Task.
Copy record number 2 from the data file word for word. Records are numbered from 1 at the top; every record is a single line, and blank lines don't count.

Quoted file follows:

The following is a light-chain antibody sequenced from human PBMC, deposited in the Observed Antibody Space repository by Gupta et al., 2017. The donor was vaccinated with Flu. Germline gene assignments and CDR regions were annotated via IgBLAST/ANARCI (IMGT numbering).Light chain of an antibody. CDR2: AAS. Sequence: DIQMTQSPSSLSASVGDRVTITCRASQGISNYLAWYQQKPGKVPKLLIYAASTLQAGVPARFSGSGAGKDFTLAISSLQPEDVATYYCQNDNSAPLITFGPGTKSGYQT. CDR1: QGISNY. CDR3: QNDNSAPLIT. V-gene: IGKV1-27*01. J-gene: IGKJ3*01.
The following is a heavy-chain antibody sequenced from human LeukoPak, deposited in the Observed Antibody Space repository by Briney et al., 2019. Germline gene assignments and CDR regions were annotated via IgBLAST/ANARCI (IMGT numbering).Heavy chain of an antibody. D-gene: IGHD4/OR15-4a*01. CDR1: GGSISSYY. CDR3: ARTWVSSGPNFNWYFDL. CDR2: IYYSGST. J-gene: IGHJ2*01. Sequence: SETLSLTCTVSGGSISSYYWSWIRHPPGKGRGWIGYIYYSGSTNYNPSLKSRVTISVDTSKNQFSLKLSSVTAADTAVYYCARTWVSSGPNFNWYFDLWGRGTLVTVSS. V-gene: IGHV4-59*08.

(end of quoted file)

The following is a heavy-chain antibody sequenced from human LeukoPak, deposited in the Observed Antibody Space repository by Briney et al., 2019. Germline gene assignments and CDR regions were annotated via IgBLAST/ANARCI (IMGT numbering).Heavy chain of an antibody. D-gene: IGHD4/OR15-4a*01. CDR1: GGSISSYY. CDR3: ARTWVSSGPNFNWYFDL. CDR2: IYYSGST. J-gene: IGHJ2*01. Sequence: SETLSLTCTVSGGSISSYYWSWIRHPPGKGRGWIGYIYYSGSTNYNPSLKSRVTISVDTSKNQFSLKLSSVTAADTAVYYCARTWVSSGPNFNWYFDLWGRGTLVTVSS. V-gene: IGHV4-59*08.